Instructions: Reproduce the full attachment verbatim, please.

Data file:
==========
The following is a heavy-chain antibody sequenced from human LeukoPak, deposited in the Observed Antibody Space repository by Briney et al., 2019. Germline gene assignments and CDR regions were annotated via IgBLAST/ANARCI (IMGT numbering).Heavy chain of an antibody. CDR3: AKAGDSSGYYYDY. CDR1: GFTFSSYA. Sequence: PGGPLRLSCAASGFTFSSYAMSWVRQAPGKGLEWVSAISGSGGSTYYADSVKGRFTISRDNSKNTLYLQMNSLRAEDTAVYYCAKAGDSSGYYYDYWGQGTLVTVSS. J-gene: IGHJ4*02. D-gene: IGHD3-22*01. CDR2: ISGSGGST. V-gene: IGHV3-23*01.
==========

The following is a heavy-chain antibody sequenced from human LeukoPak, deposited in the Observed Antibody Space repository by Briney et al., 2019. Germline gene assignments and CDR regions were annotated via IgBLAST/ANARCI (IMGT numbering).Heavy chain of an antibody. CDR3: AKAGDSSGYYYDY. CDR1: GFTFSSYA. Sequence: PGGPLRLSCAASGFTFSSYAMSWVRQAPGKGLEWVSAISGSGGSTYYADSVKGRFTISRDNSKNTLYLQMNSLRAEDTAVYYCAKAGDSSGYYYDYWGQGTLVTVSS. J-gene: IGHJ4*02. D-gene: IGHD3-22*01. CDR2: ISGSGGST. V-gene: IGHV3-23*01.